A rooming house, also called a "multi-tenant house", is a "dwelling with multiple rooms rented out individually", in which the tenants share kitchen and often bathroom facilities. Rooming houses are often used as housing for low-income people, as rooming houses (along with single room occupancy units in hotels) are the least expensive housing for single adults. Rooming houses are usually owned and operated by private landlords. Rooming houses are better described as a "living arrangement" rather than a specially "built form" of housing; rooming houses involve people who are not related living together, often in an existing house, and sharing a kitchen, bathroom (in most cases), and in some cases a living room or dining room. Rooming houses in this way are similar to group homes and other roommate situations. While there are purpose-built rooming houses, these are rare. Condition A study of rooming houses in Ottawa, Ontario in 2016 found that "many units are in very poor conditi ...
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Living Room
In Western architecture, a living room, also called a lounge room (Australian English), lounge (British English), sitting room (British English), or drawing room, is a room for relaxing and socializing in a residential house or apartment. Such a room is sometimes called a front room when it is near the main entrance at the front of the house. In large, formal homes, a sitting room is often a small private living area adjacent to a bedroom, such as the Queens' Sitting Room and the Lincoln Sitting Room of the White House. In the late 19th or early 20th century, Edward Bok advocated using the term ''living room'' for the room then commonly called a '' parlo '' or ''drawing room'', and is sometimes erroneously credited with inventing the term. It is now a term used more frequently when referring to a space to relax and unwind within a household. Within different parts of the world, living rooms are designed differently and evolving, but all share the same purpose, to gather user ...
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Roommate
A roommate is a person with whom one shares a living facility such as a room or dormitory ''except'' when being family or romantically involved. Similar terms include dormmate, suitemate, housemate, or flatmate ("flat": the usual term in British English for an apartment). Flatmate is the term most commonly used in New Zealand, when referring to the rental of an unshared room within any type of dwelling. Another similar term is sharemate (shared living spaces are often called ''sharehouses'' in Australia and other Commonwealth countries). A sharehome is a model of household in which a group of usually unrelated people reside together. The term generally applies to people living together in rental properties rather than in properties in which any resident is an owner occupier. In the UK, the term "roommate" means a person living in the same ''bedroom'', whereas in the United States and Canada, "roommate" and "housemate" are used interchangeably regardless whether a bedroom is sh ...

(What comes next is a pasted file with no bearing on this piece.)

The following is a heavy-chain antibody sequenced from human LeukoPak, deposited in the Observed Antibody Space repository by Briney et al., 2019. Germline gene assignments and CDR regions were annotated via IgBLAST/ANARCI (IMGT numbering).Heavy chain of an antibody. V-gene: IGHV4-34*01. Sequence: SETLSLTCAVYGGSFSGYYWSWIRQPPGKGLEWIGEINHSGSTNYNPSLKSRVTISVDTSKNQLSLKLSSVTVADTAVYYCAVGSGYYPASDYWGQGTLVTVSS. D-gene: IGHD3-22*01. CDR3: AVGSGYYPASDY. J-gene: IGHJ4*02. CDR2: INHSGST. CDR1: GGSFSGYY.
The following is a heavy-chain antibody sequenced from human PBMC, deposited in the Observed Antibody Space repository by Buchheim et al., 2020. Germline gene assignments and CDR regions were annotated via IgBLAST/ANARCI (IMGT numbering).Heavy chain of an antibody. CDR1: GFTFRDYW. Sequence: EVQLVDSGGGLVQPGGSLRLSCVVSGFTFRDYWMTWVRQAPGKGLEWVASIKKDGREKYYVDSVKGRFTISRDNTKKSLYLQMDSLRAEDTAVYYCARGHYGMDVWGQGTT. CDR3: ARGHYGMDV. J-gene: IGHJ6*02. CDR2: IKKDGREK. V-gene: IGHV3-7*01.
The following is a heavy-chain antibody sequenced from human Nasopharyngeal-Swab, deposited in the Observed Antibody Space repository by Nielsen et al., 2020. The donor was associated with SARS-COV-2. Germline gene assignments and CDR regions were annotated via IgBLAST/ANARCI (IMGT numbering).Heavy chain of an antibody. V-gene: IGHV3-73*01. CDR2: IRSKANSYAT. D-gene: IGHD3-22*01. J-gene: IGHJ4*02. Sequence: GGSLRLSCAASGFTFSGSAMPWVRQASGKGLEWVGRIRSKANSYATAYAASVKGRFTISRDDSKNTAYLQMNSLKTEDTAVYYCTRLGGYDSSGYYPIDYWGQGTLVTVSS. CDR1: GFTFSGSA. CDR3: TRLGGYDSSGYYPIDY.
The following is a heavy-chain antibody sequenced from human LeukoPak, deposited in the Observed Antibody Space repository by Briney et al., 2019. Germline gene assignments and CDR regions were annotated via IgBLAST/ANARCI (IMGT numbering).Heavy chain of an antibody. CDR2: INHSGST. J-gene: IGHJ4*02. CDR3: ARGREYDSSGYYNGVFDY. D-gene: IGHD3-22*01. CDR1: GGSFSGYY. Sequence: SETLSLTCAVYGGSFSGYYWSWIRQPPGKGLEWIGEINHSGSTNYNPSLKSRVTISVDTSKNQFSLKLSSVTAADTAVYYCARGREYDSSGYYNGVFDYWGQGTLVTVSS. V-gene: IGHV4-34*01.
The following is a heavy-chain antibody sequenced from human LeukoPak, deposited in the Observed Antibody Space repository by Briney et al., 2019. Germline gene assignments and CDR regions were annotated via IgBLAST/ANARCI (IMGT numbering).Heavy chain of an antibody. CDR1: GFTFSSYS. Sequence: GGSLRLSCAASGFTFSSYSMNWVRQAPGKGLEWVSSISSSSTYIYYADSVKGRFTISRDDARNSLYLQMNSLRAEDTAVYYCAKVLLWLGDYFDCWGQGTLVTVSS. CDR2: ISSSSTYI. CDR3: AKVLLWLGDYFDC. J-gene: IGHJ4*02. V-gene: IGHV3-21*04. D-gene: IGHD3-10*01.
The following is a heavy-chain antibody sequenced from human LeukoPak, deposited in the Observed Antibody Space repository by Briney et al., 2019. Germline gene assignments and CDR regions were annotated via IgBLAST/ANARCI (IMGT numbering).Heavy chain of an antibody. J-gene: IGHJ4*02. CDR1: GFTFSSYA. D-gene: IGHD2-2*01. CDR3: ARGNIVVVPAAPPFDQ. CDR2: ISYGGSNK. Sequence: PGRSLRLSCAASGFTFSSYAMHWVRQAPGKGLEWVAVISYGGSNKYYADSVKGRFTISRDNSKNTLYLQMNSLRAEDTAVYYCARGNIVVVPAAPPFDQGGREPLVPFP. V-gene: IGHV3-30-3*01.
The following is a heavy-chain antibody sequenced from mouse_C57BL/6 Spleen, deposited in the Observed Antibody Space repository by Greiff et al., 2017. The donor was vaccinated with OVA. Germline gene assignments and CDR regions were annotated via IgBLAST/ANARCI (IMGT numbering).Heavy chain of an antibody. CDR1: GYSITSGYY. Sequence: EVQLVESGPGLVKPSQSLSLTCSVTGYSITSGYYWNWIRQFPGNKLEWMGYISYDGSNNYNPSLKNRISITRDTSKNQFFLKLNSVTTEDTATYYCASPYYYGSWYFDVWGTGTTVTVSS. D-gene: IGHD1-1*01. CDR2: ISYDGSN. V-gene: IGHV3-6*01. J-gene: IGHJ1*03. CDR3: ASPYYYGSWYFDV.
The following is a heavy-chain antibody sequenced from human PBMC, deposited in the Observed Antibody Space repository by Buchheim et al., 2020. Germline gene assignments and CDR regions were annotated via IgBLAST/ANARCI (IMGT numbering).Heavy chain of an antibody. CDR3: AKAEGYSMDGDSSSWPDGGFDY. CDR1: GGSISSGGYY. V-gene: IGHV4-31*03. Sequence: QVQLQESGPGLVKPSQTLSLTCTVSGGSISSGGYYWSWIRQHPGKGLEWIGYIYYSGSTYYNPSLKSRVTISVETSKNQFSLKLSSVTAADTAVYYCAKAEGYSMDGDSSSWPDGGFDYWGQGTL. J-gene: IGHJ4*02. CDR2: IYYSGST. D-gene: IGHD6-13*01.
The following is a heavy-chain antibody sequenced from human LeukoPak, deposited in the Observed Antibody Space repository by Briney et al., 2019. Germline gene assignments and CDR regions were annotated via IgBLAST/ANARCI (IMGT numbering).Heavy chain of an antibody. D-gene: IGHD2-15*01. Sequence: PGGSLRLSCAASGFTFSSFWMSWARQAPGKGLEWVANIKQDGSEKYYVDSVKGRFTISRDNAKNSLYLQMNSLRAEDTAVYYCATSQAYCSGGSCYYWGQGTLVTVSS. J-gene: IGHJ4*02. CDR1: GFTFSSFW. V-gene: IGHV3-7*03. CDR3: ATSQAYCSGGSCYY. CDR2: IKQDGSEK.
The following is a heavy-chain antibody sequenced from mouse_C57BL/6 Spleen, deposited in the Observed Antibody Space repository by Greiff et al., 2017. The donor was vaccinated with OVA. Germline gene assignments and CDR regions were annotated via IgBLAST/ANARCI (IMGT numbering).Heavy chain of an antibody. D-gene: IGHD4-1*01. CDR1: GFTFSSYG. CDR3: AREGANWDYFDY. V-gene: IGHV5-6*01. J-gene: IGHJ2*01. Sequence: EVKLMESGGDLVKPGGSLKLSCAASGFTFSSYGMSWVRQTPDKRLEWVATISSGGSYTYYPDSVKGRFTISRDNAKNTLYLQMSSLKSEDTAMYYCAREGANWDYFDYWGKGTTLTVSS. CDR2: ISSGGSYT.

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Townhouse
A townhouse, townhome, town house, or town home, is a type of terraced housing. A modern townhouse is often one with a small footprint on multiple floors. In a different British usage, the term originally referred to any type of city residence (normally in London) of someone whose main or largest residence was a country house. History Historically, a townhouse was the city residence of a noble or wealthy family, who would own one or more country houses in which they lived for much of the year. From the 18th century, landowners and their servants would move to a townhouse during the social season (when major balls took place). Europe In the United Kingdom, most townhouses are terraced. Only a small minority of them, generally the largest, were detached, but even aristocrats whose country houses had grounds of hundreds or thousands of acres often lived in terraced houses in town. For example, the Duke of Norfolk owned Arundel Castle in the country, while his London house, ...
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Kitchen